Clinical Microbiology and
Isolation of pathogens from clinical specimens: infected
tissues or fluids are collected, ex. blood, urine, feces, sputum,
cerebrospinal fluid, pus.
What steps should be taken to properly obtain clinical
General purpose media: ex. blood agar, supports the growth
of most aerobic and facultatively aerobic organisms.
Enrichment media: the addition of growth factors allows
metabolically fastidious to grow, ex. Neisseria gonorrhoeae.
Selective media: enhance the growth of certain organisms
while retarding the growth of others.
Differential media: specialized media that allow ID of
organisms based on their appearance on the media.
Bacteremia: presence of bacteria in the
blood, uncommon in healthy individuals.
Septicemia: blood infection resulting from
the growth of a virulent organism entering
the blood from a focus of infection, results
in fever and chills and possibly septic
shock including organ failure.
Common, causal agents often identical to
normal flora, ex. E. coli. Enteric bacteria
account for 90% of UTIs.
Significant UTI = 105+ organisms per ml of
Dipstick tests test for nitrate production,
etc. related to large #’s of organisms in the
Samples must be collected and preserved
properly and processed ASAP.
Processing includes inoculation into a
variety of selective media for isolation of
Intestinal parasites are ID’ed
microscopically rather than by culture.
Wounds and Abscesses
Types of wounds include animal or human
bites, burns, cuts, penetration of foreign
Wounds must be carefully sampled and
results carefully processed since normal
flora are likely to be present.
Genital specimens (ex. for gonorrhea) and
anaerobic specimens must be specially
processed in order to preserve the causal
agents for proper diagnosis.
Growth on Selective and
Unknown pathogens are first cultured on primary
isolation media and then subcultured onto selective and
differential media for further diagnosis.
Eosin-methylene blue (EMB) = selective (for gram neg.
bacteria) and differential (for diff. genera of gram neg.
Biochemical tests measure the presence or absence of
enzymes involved in the catabolism of substrate(s) in the
100’s of tests have been developed for clinical use,
though only ~20 are used routinely. (see Table 24.3)
Some commercial kits contain a battery of tests that ID
and individual species, ex. S. aureus, M. tuberculosis.
Testing Cultures for Antimicrobial
Minimum Inhibitory Conc. (MIC) – broth
(or antibiotic) dilution assay highest
dilution (lowest conc.) of antibiotic that
completely inhibits growth.
Kirby-Bauer disk diffusion method (see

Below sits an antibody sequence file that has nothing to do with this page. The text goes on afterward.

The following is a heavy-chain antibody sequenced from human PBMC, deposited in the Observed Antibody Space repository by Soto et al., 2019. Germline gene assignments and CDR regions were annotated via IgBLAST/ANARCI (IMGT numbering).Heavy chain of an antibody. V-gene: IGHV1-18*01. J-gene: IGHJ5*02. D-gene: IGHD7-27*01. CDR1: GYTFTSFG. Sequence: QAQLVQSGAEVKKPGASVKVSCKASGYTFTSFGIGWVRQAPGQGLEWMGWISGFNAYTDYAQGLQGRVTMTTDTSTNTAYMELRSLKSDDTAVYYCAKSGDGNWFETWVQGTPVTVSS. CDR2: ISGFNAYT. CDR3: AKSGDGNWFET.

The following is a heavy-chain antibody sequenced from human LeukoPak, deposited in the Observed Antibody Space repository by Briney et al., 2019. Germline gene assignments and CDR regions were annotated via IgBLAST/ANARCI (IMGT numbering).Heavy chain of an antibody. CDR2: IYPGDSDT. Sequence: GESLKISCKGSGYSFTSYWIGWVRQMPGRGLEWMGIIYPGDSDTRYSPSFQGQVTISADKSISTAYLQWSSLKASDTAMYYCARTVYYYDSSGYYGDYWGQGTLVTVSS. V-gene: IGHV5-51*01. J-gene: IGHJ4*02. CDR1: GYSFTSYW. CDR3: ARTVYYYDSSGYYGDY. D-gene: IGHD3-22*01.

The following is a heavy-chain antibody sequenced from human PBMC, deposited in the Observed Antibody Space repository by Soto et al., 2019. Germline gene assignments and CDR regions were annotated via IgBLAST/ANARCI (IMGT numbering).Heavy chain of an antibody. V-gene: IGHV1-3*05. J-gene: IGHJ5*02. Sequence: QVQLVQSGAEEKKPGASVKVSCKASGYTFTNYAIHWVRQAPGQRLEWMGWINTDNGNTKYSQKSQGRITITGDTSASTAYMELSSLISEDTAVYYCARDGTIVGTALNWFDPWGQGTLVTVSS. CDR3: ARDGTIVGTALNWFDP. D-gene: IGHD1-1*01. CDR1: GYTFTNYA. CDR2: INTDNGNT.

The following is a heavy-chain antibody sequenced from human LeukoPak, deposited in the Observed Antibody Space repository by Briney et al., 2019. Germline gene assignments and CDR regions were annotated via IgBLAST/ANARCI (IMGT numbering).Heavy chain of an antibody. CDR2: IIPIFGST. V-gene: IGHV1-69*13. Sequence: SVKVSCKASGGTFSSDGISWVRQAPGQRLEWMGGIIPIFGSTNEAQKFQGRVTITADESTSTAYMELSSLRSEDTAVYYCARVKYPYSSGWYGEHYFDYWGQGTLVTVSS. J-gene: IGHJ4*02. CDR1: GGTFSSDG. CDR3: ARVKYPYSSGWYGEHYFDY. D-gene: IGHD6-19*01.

Safety in the Clinical Lab
1. Access to lab restricted.
2. Decontamination procedures.
3. Personnel must be adequately vaccinated.
4. All clinical specimens should be considered
5. No mouth pipetting.
6. Animals handled only by trained lab personnel.
7. Lab personnel must wear appropriate safety
equipment: lab coat, sealed shoes, rubber gloves,
masks, eye protection, etc.
8. All clinical specimens should be treated as if they
Immunoassays detect and measure specific immune
responses to unique molecular portions of pathogens, and
are used especially on those pathogens (ex. viruses) that are
difficult to grow.
New pathogen first infects individual phagocytized
phagocytes present Ag from pathogen to T helper cells T
helper cells recruit and stimulate other phagocytes and B cells
B cells produce Ab (primary Ab response), occurs within 5
days, but Ab do not reach peak quantities for several weeks.
After 1st Ag exposure specific immunity via T and B cells
develops. After 2nd Ag exposure, stimulation of these specific
immune cells causes a rapid and strong immune response,
which quickly destroys the pathogen. Thus, the immune
system has memory, which is characterized by and increase
in Ab titer (used to track infections).
Ab Titers, Skin Tests,
& Diagnosis of Infectious Disease
Serological tests are set up by making dilutions of patient
serum and determining the highest dilution at which the Ag-
Ab rxn. occurs.
2 situations: 1. Must see a rise in Ab titer to conclude active
infection (having Ab present could mean prior infection or
immunization and not current infection). 2. The mere
presence of Ab is sufficient to indicate infection, ex. HIV.
Not all infections result in production of systemic Ab, ex.
Skin testing: ex. tuberculin text = intradermal injection of a
soluble extract of Mycobacterium tuberculosis pos.
inflammatory rxn. at site of injection = current infection or
previous exposure to M. tuberculosis.
Polyclonal and Monoclonal Ab
Antiserum (serum containing Ab) contains a mixture of
different Ab directed at the numerous determinants on
an Ag. This mixture of serum Ab is called polyclonal Ab
and, though they protect the host, they do not provide
reproducible results for use in clinical diagnostic testing.
Only a few Ab are directed toward each Ag determinant.
Ab produced by a single B cell (or in vitro clones of a
single B cell) = monoclonal Ab. Monoclonal Ab do
provide reproducible results for clinical testing ex. for
immunological typing of bacteria, pregnancy testing and